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Micro-Interview: Faye Hirsch

Q&A with Faye Hirsch, visiting associate professor in the School of Art+Design and coordinator of the visual arts MFA program, whose new book on Lois Dodd is coming out this November as part of a series on contemporary painters published by Lund Humphries in London.

How did you come to write Lois Dodd? When did you first become interested in the subject?

I have known and admired Lois Dodd’s paintings for many years. Hers is the kind of art that always makes me feel most excited: when I see it, I am at first unable to articulate my sense of excitement, of being deeply moved. Being wordless makes me feel curious. Last year, I was asked to suggest a book for a new series on contemporary painters who have not yet been given monographic treatment by an independent publisher. The series is called “Contemporary Painters,” and it is being issued by LundHumphries, a British imprint. I suggested a number of women painters, among them Dodd—but I was really surprised that they selected her, since she is so little known outside of the U.S. She just turned 90 and is a real “painter’s painter”—someone who is well known to nearly all painters and New York critics, but who has very little market presence. All those people get very excited when I tell them I’m writing about her—“It’s about time she gets a book,” they say.

What did you discover that was most surprising to you?

Dodd is a plein air landscape painter but she began her career under the sway of the Abstract Expressionists. She was a co-founder of the earliest of a group of co-op galleries that thrived around 10th Street in Manhattan during the 1950s. It was called Tanager Gallery, and among its members were Dodd, Alex Katz, Philip Pearlstein and Perle Fine. If not the most surprising, the most interesting thing I’ve learned is just how diverse that downtown community was—not only in terms of its ethnic, racial and gender constitution, but also the languages deployed by its artists. This was the subject of an important exhibition last spring at the Grey Gallery at NYU, Inventing Downtown: Artist-Run Galleries in New York City, 1952-1965. Recontextualizing Dodd in that milieu is just one piece in a larger effort to reconsider a significant number of artists who do not fit a critical stereotype of what was happening at the time.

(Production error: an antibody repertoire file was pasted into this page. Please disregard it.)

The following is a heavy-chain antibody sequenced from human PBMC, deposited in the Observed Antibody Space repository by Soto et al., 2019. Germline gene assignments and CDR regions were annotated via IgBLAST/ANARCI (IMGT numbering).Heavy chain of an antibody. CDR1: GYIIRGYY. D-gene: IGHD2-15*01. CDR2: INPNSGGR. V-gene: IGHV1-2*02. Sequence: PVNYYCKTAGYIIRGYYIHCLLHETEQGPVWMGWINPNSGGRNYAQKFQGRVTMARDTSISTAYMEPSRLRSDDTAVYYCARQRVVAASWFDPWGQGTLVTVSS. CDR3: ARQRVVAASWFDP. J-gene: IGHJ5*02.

What are some of the most pressing issues in the book, the big takeaways?

Dodd is an artist who has always followed a sense of inner necessity. Fashion is of no interest to her. In that sense, she offers a great model to young artists who might be demoralized by the trend toward “post-studio practice.” Of course, she was able to live frugally in an affordable world. I think it’s super important for young artists to make new communities in affordable places so that they can follow their own trajectories, which might diverge from hegemonic trends.

What’s next? Any upcoming book projects in the works that you can tell us about?

There is one in the works that I would prefer to wait to talk about. But I also would love to continue a study of those artists who have been called “second-generation New York School.” I suspect I am not done with Dodd, whose excellent figure drawings, numbering in the hundreds, are not considered in this book.

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